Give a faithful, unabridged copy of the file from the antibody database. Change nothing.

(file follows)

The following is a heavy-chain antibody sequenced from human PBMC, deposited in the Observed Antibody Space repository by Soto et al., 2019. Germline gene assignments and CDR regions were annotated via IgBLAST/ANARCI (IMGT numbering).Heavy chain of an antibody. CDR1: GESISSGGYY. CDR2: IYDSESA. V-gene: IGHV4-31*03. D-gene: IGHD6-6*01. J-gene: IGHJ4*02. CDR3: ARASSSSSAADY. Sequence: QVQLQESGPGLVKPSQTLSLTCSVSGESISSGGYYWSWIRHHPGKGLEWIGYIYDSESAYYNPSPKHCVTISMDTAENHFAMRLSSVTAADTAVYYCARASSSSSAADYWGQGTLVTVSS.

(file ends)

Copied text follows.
The following is a heavy-chain antibody sequenced from human PBMC, deposited in the Observed Antibody Space repository by Soto et al., 2019. Germline gene assignments and CDR regions were annotated via IgBLAST/ANARCI (IMGT numbering).Heavy chain of an antibody. CDR1: GESISSGGYY. CDR2: IYDSESA. V-gene: IGHV4-31*03. D-gene: IGHD6-6*01. J-gene: IGHJ4*02. CDR3: ARASSSSSAADY. Sequence: QVQLQESGPGLVKPSQTLSLTCSVSGESISSGGYYWSWIRHHPGKGLEWIGYIYDSESAYYNPSPKHCVTISMDTAENHFAMRLSSVTAADTAVYYCARASSSSSAADYWGQGTLVTVSS.